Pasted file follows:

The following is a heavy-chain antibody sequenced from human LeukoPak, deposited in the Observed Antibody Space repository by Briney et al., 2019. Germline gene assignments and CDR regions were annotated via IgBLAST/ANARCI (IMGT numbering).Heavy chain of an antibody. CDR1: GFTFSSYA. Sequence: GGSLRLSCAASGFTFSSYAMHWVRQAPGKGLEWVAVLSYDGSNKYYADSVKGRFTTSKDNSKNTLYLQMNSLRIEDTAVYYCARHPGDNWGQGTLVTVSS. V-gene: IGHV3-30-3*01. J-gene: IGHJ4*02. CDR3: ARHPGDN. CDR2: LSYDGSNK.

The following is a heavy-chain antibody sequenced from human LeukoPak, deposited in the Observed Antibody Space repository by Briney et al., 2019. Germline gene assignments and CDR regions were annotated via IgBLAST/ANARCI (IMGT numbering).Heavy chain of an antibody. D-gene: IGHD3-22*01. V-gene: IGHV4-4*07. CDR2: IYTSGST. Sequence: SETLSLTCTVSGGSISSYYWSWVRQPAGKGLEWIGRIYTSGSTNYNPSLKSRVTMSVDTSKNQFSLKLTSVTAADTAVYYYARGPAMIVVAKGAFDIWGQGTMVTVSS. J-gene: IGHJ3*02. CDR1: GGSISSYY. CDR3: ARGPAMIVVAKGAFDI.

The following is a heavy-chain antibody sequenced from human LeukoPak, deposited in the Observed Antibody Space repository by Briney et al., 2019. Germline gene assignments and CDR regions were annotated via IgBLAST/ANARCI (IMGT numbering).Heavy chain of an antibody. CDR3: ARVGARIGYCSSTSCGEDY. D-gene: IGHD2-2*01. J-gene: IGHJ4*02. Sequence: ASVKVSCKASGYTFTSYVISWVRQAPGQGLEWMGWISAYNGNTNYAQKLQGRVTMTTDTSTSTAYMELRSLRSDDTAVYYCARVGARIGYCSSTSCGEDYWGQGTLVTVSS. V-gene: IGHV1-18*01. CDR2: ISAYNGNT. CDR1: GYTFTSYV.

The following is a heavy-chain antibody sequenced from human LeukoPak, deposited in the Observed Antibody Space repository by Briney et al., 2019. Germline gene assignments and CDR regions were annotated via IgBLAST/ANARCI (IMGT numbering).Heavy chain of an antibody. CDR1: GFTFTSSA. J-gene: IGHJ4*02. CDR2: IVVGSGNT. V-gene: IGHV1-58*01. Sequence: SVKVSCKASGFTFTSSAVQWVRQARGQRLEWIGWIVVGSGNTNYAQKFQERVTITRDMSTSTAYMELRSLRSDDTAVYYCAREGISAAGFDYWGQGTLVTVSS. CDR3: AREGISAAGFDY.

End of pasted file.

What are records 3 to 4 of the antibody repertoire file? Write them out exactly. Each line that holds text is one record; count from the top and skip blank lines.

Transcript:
The following is a heavy-chain antibody sequenced from human LeukoPak, deposited in the Observed Antibody Space repository by Briney et al., 2019. Germline gene assignments and CDR regions were annotated via IgBLAST/ANARCI (IMGT numbering).Heavy chain of an antibody. CDR3: ARVGARIGYCSSTSCGEDY. D-gene: IGHD2-2*01. J-gene: IGHJ4*02. Sequence: ASVKVSCKASGYTFTSYVISWVRQAPGQGLEWMGWISAYNGNTNYAQKLQGRVTMTTDTSTSTAYMELRSLRSDDTAVYYCARVGARIGYCSSTSCGEDYWGQGTLVTVSS. V-gene: IGHV1-18*01. CDR2: ISAYNGNT. CDR1: GYTFTSYV.

The following is a heavy-chain antibody sequenced from human LeukoPak, deposited in the Observed Antibody Space repository by Briney et al., 2019. Germline gene assignments and CDR regions were annotated via IgBLAST/ANARCI (IMGT numbering).Heavy chain of an antibody. CDR1: GFTFTSSA. J-gene: IGHJ4*02. CDR2: IVVGSGNT. V-gene: IGHV1-58*01. Sequence: SVKVSCKASGFTFTSSAVQWVRQARGQRLEWIGWIVVGSGNTNYAQKFQERVTITRDMSTSTAYMELRSLRSDDTAVYYCAREGISAAGFDYWGQGTLVTVSS. CDR3: AREGISAAGFDY.